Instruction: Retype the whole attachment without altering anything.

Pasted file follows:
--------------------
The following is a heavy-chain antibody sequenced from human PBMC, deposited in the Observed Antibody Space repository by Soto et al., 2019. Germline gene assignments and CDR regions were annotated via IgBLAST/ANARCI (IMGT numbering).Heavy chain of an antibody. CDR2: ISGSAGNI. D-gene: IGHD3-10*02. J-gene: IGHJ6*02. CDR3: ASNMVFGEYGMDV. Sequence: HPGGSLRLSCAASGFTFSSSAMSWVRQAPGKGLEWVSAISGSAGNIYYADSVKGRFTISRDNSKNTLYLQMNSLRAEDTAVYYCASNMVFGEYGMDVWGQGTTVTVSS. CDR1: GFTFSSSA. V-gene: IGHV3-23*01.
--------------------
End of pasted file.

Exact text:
The following is a heavy-chain antibody sequenced from human PBMC, deposited in the Observed Antibody Space repository by Soto et al., 2019. Germline gene assignments and CDR regions were annotated via IgBLAST/ANARCI (IMGT numbering).Heavy chain of an antibody. CDR2: ISGSAGNI. D-gene: IGHD3-10*02. J-gene: IGHJ6*02. CDR3: ASNMVFGEYGMDV. Sequence: HPGGSLRLSCAASGFTFSSSAMSWVRQAPGKGLEWVSAISGSAGNIYYADSVKGRFTISRDNSKNTLYLQMNSLRAEDTAVYYCASNMVFGEYGMDVWGQGTTVTVSS. CDR1: GFTFSSSA. V-gene: IGHV3-23*01.